Australian Deputy PM quits, triggering government reshuffle

CANBERRA - Australian Deputy Prime Minister John Anderson resigned
today, saying he had a prostate problem and had lost his passion for
politics, forcing a reshuffle of the conservative government's senior
ministries.

Trade
Minister Mark Vaile, who has a high international profile and who
negotiated Australia's free trade agreement with the United States, is
set to replace him.

Anderson told parliament he was suffering
a long-standing prostate condition that was not life-threatening but
which would not improve without a change to his lifestyle.

He also said politics no longer held any great attractions for him.

"I
do not share the great personal passion for politics that many
parliamentarians so admirably possess," said Anderson, whose
resignation will take affect from mid-July.

Anderson has been
in parliament 16 years and for the past six years has been leader of
the National Party, the junior partner in the coalition government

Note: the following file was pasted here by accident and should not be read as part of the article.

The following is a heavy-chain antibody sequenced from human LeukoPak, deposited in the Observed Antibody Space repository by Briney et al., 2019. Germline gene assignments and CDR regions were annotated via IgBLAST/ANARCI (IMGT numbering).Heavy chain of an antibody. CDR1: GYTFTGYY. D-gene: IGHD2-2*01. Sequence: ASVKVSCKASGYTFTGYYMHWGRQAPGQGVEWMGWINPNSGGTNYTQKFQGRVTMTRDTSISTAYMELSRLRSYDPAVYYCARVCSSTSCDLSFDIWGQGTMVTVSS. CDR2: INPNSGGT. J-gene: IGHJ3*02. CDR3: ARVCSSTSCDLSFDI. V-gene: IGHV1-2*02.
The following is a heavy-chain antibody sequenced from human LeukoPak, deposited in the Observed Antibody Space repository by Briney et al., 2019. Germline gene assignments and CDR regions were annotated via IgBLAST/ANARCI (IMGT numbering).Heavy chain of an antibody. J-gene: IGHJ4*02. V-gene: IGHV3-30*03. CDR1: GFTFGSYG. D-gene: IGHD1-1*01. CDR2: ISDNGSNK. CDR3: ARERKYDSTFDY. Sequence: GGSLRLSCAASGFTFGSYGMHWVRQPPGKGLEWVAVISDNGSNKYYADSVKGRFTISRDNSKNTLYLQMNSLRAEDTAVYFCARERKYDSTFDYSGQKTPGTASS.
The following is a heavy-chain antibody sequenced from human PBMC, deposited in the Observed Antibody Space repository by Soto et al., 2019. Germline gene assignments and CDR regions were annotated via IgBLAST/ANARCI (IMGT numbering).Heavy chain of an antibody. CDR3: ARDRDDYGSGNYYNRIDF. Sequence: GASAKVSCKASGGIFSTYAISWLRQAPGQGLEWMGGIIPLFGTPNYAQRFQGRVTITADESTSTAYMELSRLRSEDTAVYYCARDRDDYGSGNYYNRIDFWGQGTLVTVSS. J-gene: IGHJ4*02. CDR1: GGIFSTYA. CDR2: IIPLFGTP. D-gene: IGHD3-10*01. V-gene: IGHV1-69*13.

under Prime Minister John Howard.

Anderson endorsed Vaile as
the next National's leader. The National's leader is traditionally
appointed deputy prime minister under coalition arrangements with their
senior partner, Howard's Liberal Party.

His resignation will
force Howard to promote a new minister to his inner cabinet just as his
government becomes the first in 25 years to take control of the upper
house Senate, allowing it to pass contentious legislation unamended.

Anderson,
48, is a social conservative wheat and livestock farmer from the New
South Wales state. He had publicly canvassed retirement two years ago
but changed his mind at the last moment to stay on to contest the 2004
election.

Anderson, who has been transport minister since
1998, said achievements of his tenure included tighter maritime and
aviation security in the wake of the September 11 attacks on the United
States, and reforming water usage across Australian farmlands.

"It
is a very sad day in some respects. I lose as the deputy prime
minister, and therefore a very close cabinet and government colleague,
a man for whom I have a profound personal regard and affection," Howard
told parliament.

- REUTERS

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